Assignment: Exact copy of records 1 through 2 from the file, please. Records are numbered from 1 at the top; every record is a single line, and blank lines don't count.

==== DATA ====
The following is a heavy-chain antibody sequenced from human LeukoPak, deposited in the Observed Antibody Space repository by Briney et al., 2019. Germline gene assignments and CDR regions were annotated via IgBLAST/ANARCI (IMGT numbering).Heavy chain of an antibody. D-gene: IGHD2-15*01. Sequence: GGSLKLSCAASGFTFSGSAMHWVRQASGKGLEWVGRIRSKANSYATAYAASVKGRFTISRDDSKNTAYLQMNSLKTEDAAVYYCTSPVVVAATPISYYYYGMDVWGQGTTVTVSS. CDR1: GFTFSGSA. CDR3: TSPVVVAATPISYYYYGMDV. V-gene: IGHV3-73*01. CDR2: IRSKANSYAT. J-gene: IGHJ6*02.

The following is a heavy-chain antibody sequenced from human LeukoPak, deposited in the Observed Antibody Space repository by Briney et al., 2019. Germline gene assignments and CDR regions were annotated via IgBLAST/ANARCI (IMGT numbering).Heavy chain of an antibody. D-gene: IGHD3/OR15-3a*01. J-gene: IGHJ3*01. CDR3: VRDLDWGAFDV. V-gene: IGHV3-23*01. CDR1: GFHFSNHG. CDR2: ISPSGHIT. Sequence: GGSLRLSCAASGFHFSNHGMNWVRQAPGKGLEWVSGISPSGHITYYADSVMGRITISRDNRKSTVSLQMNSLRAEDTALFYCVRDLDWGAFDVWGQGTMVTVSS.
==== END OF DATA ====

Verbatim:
The following is a heavy-chain antibody sequenced from human LeukoPak, deposited in the Observed Antibody Space repository by Briney et al., 2019. Germline gene assignments and CDR regions were annotated via IgBLAST/ANARCI (IMGT numbering).Heavy chain of an antibody. D-gene: IGHD2-15*01. Sequence: GGSLKLSCAASGFTFSGSAMHWVRQASGKGLEWVGRIRSKANSYATAYAASVKGRFTISRDDSKNTAYLQMNSLKTEDAAVYYCTSPVVVAATPISYYYYGMDVWGQGTTVTVSS. CDR1: GFTFSGSA. CDR3: TSPVVVAATPISYYYYGMDV. V-gene: IGHV3-73*01. CDR2: IRSKANSYAT. J-gene: IGHJ6*02.

The following is a heavy-chain antibody sequenced from human LeukoPak, deposited in the Observed Antibody Space repository by Briney et al., 2019. Germline gene assignments and CDR regions were annotated via IgBLAST/ANARCI (IMGT numbering).Heavy chain of an antibody. D-gene: IGHD3/OR15-3a*01. J-gene: IGHJ3*01. CDR3: VRDLDWGAFDV. V-gene: IGHV3-23*01. CDR1: GFHFSNHG. CDR2: ISPSGHIT. Sequence: GGSLRLSCAASGFHFSNHGMNWVRQAPGKGLEWVSGISPSGHITYYADSVMGRITISRDNRKSTVSLQMNSLRAEDTALFYCVRDLDWGAFDVWGQGTMVTVSS.